At our ECEP meeting after the NCWIT summit earlier this summer, Cheryl Kiras presented some data on community college enrollment that was really eye-opening for me.
This is from a fact sheet American Association of Community Colleges (available here). This is describing the percentage of all undergraduates in a group that are enrolled in community colleges. 56% of all Hispanic undergraduates were enrolled in community colleges in Fall 2012. 48% of all Black students, and 59% of all Native American students. Wow — that really supports the argument that if we want to broadening participation in University level computing, we need to improve the transfer and recruitment paths from Community Colleges into Universities. We can make it better at the University (and we should), but that’s only reaching half the students.
Last year, Peter Denning approached me about contributing a post to an on-line Symposium that he was going to hold in the ACM Ubiquity magazine. The opening statement was written by Candace Thille — I am a big fan of Candace’s work, and I really liked her statement. I agreed to provide a response for the symposium.
Back in May, when I originally wrote the ending, I was concerned that so many Computer Scientists were working in MOOCs. MOOCs don’t address the critical needs of CS education, which are broadening participation and preparing more teachers. The real worry I had was that MOOCs would suck all the air out of the room. When all the attention is going to MOOCs, not enough attention is going to meeting our real needs. MOOCs are a solution in search of a problem, when we already have big problems with too few solutions.
My original ending took off from Cameron Wilson’s (then director of public policy for ACM, now COO of Code.org) call for “All Hands on Deck” to address issues of broadening participation and teacher professional development. Extending the metaphor, I suggested that the computer scientists working on MOOCs had gone “AWOL.” They were deserters from the main front for CS education.
This was the first article that I’ve ever written where the editor sent it back saying (paraphrased), “Lighten up, man.” I agreed. I wrote the new conclusion (below). MOOCs are worth exploring, and are clearly attractive for computer scientists to work on. Researchers should explore the avenues that they think are most interesting and most promising.
I’m still worried that we need more attention on challenges in computing education, and I still think that MOOCs won’t get us there. Critiquing MOOC proponents for not working on CS ed issues will not get us to solutions any faster. But I do plan to keep prodding and cajoling folks to turn attention to computing education.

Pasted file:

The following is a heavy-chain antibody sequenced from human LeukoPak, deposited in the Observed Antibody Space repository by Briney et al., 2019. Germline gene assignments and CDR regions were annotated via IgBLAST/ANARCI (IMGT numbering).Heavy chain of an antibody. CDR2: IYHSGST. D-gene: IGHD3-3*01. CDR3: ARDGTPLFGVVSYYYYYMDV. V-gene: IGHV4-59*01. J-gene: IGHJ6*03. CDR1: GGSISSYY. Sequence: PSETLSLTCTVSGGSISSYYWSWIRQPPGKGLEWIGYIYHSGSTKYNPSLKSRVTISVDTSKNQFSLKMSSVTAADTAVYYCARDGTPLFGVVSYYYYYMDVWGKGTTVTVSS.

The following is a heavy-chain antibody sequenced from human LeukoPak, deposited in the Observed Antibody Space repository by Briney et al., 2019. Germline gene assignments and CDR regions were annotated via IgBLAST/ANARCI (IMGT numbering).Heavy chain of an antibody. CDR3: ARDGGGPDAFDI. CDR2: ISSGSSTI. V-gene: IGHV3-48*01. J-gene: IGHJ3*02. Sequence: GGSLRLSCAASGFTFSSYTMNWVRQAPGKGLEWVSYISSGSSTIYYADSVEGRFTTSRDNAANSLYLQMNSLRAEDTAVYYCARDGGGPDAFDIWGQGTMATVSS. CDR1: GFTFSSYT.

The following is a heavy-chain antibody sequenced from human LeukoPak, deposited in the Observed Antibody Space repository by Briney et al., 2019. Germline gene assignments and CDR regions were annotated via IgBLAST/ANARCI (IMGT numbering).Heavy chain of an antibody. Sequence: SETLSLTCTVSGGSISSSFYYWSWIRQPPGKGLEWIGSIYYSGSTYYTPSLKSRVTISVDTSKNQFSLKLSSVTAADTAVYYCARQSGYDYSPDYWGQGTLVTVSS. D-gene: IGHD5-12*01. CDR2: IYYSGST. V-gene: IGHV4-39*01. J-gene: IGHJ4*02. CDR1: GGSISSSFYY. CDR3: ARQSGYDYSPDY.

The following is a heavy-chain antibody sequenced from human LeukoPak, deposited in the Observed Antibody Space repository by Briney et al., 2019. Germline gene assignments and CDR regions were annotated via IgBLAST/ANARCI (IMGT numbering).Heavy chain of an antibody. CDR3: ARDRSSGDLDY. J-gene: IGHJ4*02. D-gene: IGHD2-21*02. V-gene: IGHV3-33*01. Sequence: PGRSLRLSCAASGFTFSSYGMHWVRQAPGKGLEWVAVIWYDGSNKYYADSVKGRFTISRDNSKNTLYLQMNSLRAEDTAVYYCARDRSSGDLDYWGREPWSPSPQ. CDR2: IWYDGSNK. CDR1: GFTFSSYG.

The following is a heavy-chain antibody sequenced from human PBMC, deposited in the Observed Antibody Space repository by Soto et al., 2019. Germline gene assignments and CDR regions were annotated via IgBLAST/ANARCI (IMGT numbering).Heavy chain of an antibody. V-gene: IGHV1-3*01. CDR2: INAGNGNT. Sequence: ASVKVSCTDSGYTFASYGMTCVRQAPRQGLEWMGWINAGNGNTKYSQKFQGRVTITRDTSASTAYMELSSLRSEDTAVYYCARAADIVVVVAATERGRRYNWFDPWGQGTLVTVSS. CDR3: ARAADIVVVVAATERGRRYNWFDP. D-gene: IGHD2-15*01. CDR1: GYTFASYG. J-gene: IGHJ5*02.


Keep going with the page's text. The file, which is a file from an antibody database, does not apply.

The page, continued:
Here’s the new ending to the paper:
MOOCs may be bringing the American university to an end—a tsunami wiping out higher education. Given that MOOCs are least effective for our most at-risk students, replacing existing courses and degrees with MOOCs is the wrong direction. We would be tailoring higher education only to those who already succeed well at the current models, where we ought to be broadening our offerings to support more students.
Computer science owns the MOOC movement. MOOC companies were started by faculty from computing, and the first MOOC courses were in computer science. One might expect that our educational advances should address our educational problems. In computing education, our most significant educational challenges are to educate a diverse audience, and to educate non-IT professionals, such as teachers. MOOCs are unlikely to help with either of these right now—and that’s surprising.
The allure of MOOCs for computer scientists is obvious. It’s a bright, shiny new technology. Computer scientists are expert at exploring the potential of new computing technology. However, we should be careful not to let “the shoemaker’s children go barefoot.” As we develop MOOC technology, let’s aim to address our educational problems. And if we can’t address the problems with MOOC technology, let’s look for other answers. Computing education is too important for our community and for our society.
The website https://www.madewithcode.com/ is really nice, with high-quality videos. I like the direction. It’s not clear to me how all the different Google initiatives in CS education integrate. Does MadeWithCode, CS First, their new CS teaching repository, and the CS Fellows program all fit together in a strategic direction?
Made with Code’s mission is anchored by a website where girls can use basic coding technique to make bracelets and other items; Google also will dole out grants to host girl-coding parties at Girl Scouts and Boys and Girls Clubs around the country, as well as fund a range of marketing and other awareness campaigns.The idea is to de-couple coding with dry tech chores, and instead show how the skill is vital to everything from movie-making to helping cure malaria.